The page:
etworking is the beginning. I would also add that you need to determine
N largest influences of your
who to network to. This is an easy exercise to help you figure out your success? What are their
target market, their age group, and what these people like to do. Step strengths?
inside your ideal client’s life for a day and write down who that person is.
Then go out and find them. Network until it hurts. The best advice I have 2.
ever been given on business is to get a plan and work, work, work. 3.

Beyond complementary skills alone, ask yourself why and how you and
your partners are likely to communicate effectively on strategies over time.

The Money
 he need for raising external capital for a business is dependent on
the business model, the growth plan, and most importantly, the core
values that are set in place by the entrepreneur. One business may
have investors knocking on the door, but the entrepreneur decides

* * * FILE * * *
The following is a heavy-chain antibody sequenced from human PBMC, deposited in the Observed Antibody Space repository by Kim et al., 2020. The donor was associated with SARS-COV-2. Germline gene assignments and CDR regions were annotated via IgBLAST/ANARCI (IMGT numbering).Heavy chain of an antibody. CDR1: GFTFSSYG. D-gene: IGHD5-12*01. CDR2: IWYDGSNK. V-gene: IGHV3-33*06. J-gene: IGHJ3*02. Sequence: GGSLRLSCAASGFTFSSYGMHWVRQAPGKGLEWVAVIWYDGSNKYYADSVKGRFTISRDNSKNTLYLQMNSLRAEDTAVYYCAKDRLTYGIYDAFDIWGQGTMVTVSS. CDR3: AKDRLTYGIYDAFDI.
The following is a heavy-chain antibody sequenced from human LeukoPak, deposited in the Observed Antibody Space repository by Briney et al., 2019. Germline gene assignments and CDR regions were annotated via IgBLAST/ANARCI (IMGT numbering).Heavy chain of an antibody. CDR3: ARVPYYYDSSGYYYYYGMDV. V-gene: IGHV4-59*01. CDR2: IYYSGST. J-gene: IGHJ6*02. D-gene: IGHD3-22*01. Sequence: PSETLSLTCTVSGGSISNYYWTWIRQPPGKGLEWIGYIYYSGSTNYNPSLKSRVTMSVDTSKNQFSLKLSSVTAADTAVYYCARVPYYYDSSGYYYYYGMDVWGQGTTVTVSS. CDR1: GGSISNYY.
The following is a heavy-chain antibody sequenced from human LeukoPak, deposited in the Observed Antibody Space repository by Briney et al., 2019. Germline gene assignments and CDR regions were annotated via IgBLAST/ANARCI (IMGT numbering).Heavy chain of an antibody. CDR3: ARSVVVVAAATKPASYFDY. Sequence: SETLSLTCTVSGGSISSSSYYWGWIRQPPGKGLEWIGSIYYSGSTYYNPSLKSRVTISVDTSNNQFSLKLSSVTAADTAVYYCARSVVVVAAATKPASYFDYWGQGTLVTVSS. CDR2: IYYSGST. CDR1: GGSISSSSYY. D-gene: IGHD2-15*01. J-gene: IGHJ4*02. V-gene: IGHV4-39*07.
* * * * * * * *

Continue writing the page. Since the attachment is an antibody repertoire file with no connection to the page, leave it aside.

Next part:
that she would like to maintain 100% control and ownership. Using
only the resources that are personally available to you to achieve the
same outcome is called bootstrapping. In fact, many bootstrapping
entrepreneurs are achieving the same or bigger results than those who
are acquiring external capital. Another business, however, may seek
external funding to pursue bigger growth opportunities. In any case, the
entrepreneur should be in full control. Careful spending and wise use of
resources will reduce risk for the lifetime of the venture.

The following diagram illustrates six primary sources of funding for

a venture and the relative order in which they are usually obtained.
Utilization of funding sources is entirely dependent on the venture and
the type of growth strategies set in place by the entrepreneur.
pg. 13

Idea: Earth Friendly School Supplies
Advice from JeffreyHollender, ideablob Guest Advisor Who are the top three people
who will be the largest
 his is a very interesting idea. You’ll want to make sure you create a solid
T influences of your success?
sales model – beyond trade shows -- for reaching out to the school systems What are their strengths?
that will buy your products. You should talk to distributors in the space to
learn about the risks and opportunities your business will face. They will 2.
be the most knowledgeable about the market, and can guide you. I would 3.